• Emily Kerr

Couples in Captivity

Whether you are married, cohabitating, dating, or somewhere in between, COVID-19 has become an unwanted third party to many relationships. Pandemic-related relationship distress is now commonplace. While some have been forced to work from home, others have had to return to work to provide essential services. In either scenario, Esther Perel, renowned therapist and author, describes a collapse of our many roles into one space resulting in a loss of boundaries. Thus, relationships have been forced to adapt.

A breakdown of boundaries can have significant consequences on couples, particularly in the midst of a pandemic during which rates of social isolation, acute stress, substance use, and other mental health concerns have increased. There is also the problem of physical space. Couples who have grown accustomed to working separately have had to share their workspace. Many of my friends, colleagues, and clients have lamented about the challenges associated with taking calls or sustaining focus with their partner within feet (sometimes inches!) of them.

The good news? Open communication around boundaries and giving each other some much needed space will likely improve your productivity, and more importantly, your relationship. For example, try taking more frequent breaks throughout the day or find an activity (independent of your partner) to help you wind down from the day before reengaging.

In addition to the stresses of managing roles and navigating conflict, COVID-19 may not be the only third party in your relationship. My clients who have children, or who have had to move in with family describe how they lack the emotional energy to even consider themselves, let alone their partners, after taking care of their family members.

If this sounds familiar, you are not alone--creating structure and routine, even for self-care, goes a long way. If your family can stick to a schedule, you will have more success in carving out time for yourself and others. Consider delegating tasks between you and your partner, adjusting expectations accordingly, avoiding comparisons to pre-COVID life, and concentrating on being “good enough.” You are in the midst of a pandemic, after all!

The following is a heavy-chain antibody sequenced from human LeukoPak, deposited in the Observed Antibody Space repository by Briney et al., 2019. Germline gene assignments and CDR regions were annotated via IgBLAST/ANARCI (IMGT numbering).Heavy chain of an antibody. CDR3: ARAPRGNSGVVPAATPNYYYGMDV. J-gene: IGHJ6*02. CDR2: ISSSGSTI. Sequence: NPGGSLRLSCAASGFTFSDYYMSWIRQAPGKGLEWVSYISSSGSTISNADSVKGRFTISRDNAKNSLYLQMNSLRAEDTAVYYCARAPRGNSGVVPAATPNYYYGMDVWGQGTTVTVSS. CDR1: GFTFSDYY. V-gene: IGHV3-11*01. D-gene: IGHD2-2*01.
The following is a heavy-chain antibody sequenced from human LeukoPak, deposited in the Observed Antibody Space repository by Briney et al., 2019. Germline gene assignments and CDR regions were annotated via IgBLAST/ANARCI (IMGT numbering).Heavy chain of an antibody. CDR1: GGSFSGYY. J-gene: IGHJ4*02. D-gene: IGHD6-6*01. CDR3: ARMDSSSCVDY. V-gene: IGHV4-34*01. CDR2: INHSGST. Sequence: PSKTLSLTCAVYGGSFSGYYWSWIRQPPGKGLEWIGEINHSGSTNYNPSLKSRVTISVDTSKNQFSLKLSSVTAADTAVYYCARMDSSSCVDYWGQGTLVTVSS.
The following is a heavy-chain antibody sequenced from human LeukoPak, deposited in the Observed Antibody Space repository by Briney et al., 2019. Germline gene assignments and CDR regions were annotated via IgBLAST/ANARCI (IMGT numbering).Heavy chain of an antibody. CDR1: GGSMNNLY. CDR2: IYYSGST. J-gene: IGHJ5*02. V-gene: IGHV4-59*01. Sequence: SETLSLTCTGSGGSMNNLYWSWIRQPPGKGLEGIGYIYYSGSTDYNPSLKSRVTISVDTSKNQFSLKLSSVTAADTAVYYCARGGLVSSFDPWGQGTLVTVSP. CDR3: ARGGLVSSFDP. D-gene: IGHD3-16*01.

Takeaways:

  • Relationship distress in the time of COVID-19 is normal and an understandable consequence of a pandemic

  • Communication is key – talk to your partner (or your therapist) to find more effective ways to communicate about boundaries and conflict resolution

  • Taking care of others outside of the relationship adds another layer of complexity--adjust your expectations--you only need to be “good enough”

  • Consider talking to someone. Expand your social network, reach out to family, or speak to a professional about navigating these relationship challenges


Dr. Molly Shmerling is a licensed clinical psychologist at EK Counseling, LLC, a thriving Denver therapy practice. With over five years of experience treating individuals, she brings her warmth, humor, and optimism to each session. She specializes in eating disorders, body image struggles, sexuality and gender, life transitions, ADHD, general anxiety, and building self-esteem. If you are struggling to make a transition, or you just need extra support to create lasting lifestyle changes, please call to schedule an appointment.

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